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        • It does look like a Great Horned Owl. I saw him perched on top of the trellis the other day, but I’m not sure why he’s out hunting. I wonder if it’s one of those Farmer’s Almanac things. It could mean a hard winter.
          Just looked it up and we are supposed to have colder than normal temps in December and January. Wooooo knows? 🙂

          Liked by 1 person

    • They are Nasty! I had a boyfriend whose cat brought them in. I couldn’t sit in his apartment without getting tons of bites on my ankles. I think we’re out of the woods, but I’m still keeping one eye open, just in case…

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  2. We have both owls and rabbits hanging around here. I love the owls but the rabbits I could do without. I think the owls take care of a lot of the rabbits. Hope they don’t get sick on them. If I were you, I’d still keep an eye out for those coyotes. They’re getting very brazen. Good idea to shorten the range on Roxy’s collar. She’s such a sweetheart.

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    • She is a sweetheart! I haven’t seen or heard coyotes lately, probably because we are over-populated with rabbits. I could do without them too. Good think Roxy is as big as she is or she could become prey for the owls. It happens!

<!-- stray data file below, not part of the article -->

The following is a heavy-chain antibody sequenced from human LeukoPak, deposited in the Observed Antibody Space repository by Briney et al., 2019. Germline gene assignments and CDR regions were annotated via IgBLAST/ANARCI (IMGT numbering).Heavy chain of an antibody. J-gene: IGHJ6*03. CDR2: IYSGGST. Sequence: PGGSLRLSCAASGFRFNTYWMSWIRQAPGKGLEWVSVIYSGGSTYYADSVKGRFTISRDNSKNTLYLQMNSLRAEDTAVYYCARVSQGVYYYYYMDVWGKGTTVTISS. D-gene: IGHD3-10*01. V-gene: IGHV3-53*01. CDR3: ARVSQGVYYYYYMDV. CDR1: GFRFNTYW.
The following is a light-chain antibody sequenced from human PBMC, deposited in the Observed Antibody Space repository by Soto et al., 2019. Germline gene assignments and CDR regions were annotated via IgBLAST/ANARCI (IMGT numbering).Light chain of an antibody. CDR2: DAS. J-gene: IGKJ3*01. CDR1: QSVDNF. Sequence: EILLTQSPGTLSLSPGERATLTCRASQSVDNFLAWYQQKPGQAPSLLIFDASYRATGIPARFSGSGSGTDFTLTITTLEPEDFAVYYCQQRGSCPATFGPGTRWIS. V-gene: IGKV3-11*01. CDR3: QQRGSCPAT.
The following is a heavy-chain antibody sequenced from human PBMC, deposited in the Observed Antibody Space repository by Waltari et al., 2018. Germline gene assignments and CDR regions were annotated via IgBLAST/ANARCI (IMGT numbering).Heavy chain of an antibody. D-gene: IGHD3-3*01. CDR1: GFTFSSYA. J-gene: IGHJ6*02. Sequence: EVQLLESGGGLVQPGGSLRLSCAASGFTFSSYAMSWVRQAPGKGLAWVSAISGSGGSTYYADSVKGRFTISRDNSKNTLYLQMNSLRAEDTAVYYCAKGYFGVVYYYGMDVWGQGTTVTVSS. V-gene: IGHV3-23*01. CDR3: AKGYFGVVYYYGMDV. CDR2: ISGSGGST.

Liked by 1 person

  3. Oy! This is certainly no HOOT, that’s for sure. Glad you’re both okay and it sounds like it won’t take two more months of cleaning, though. By the way, you slayed me with “who (no pun intended)”!

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  4. In Texas, we fight fleas constantly. They never have a winter kill. We have to spray the yard and also put on Ceresto (I think that’s how it is spelled) collars. (Advantex no longer works) We also have to flea comb them every day.

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  5. We have armored fleas in Louisiana. The come with kevlar vests and combat helmets. 🙂 Very similar to what John was describing. Our dogs a get a yearly injection and something like Advantix. You can also use Trifexis, which as the name implies, prevents three things.. fleas, heart worm and one other.

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    • Those are some fleas, you have there. I was pretty naive. I had no idea fleas were a problem here. I thought it was too dry and the winters killed them, although I knew wild animals carried them. Doh! 🙂

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      • Depends on your winter. You need at least three days of freezing ground temperatures to kill flea eggs. I would think you’d get that where you are, but ground and air temps are two different things.

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        • We definitely get those freezing winter months. I think she picked them up from those rabbits who keep them tucked away in their fur all winter long. They’re not getting the Advanitix treatment. Ha!

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  6. I’ve only seen owls in the zoo and fleas in circuses on ancient TV shows like this: https://youtu.be/r9BjN_GHIic In NYC, Susie, all I see are rats and waterbugs and fortunately, neither in my sanctum sanctorom. Earlier this week at The Grind, we had a fly. I killed it with the Design department’s swatter and thought, “I’m such a beast.” So is Roxy under house arrest for an entire month?